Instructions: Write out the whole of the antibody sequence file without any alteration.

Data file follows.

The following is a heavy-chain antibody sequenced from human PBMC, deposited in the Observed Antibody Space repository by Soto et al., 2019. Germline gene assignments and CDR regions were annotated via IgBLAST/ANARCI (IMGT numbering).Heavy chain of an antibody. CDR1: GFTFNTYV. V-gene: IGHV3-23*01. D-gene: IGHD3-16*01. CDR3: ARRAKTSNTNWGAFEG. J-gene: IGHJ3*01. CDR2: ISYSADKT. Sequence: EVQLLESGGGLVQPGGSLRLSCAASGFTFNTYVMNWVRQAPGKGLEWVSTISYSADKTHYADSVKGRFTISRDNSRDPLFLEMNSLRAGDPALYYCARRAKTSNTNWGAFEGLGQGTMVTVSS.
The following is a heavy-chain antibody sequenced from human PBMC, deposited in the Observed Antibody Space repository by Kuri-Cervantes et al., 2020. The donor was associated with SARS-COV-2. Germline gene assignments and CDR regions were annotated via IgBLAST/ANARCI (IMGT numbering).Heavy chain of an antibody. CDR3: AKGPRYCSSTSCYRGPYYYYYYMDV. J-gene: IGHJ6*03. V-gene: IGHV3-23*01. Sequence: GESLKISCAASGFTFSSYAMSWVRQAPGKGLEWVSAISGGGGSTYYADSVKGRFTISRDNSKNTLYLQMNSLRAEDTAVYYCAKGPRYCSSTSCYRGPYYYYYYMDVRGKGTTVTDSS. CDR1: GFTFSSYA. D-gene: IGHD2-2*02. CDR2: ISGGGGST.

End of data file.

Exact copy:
The following is a heavy-chain antibody sequenced from human PBMC, deposited in the Observed Antibody Space repository by Soto et al., 2019. Germline gene assignments and CDR regions were annotated via IgBLAST/ANARCI (IMGT numbering).Heavy chain of an antibody. CDR1: GFTFNTYV. V-gene: IGHV3-23*01. D-gene: IGHD3-16*01. CDR3: ARRAKTSNTNWGAFEG. J-gene: IGHJ3*01. CDR2: ISYSADKT. Sequence: EVQLLESGGGLVQPGGSLRLSCAASGFTFNTYVMNWVRQAPGKGLEWVSTISYSADKTHYADSVKGRFTISRDNSRDPLFLEMNSLRAGDPALYYCARRAKTSNTNWGAFEGLGQGTMVTVSS.
The following is a heavy-chain antibody sequenced from human PBMC, deposited in the Observed Antibody Space repository by Kuri-Cervantes et al., 2020. The donor was associated with SARS-COV-2. Germline gene assignments and CDR regions were annotated via IgBLAST/ANARCI (IMGT numbering).Heavy chain of an antibody. CDR3: AKGPRYCSSTSCYRGPYYYYYYMDV. J-gene: IGHJ6*03. V-gene: IGHV3-23*01. Sequence: GESLKISCAASGFTFSSYAMSWVRQAPGKGLEWVSAISGGGGSTYYADSVKGRFTISRDNSKNTLYLQMNSLRAEDTAVYYCAKGPRYCSSTSCYRGPYYYYYYMDVRGKGTTVTDSS. CDR1: GFTFSSYA. D-gene: IGHD2-2*02. CDR2: ISGGGGST.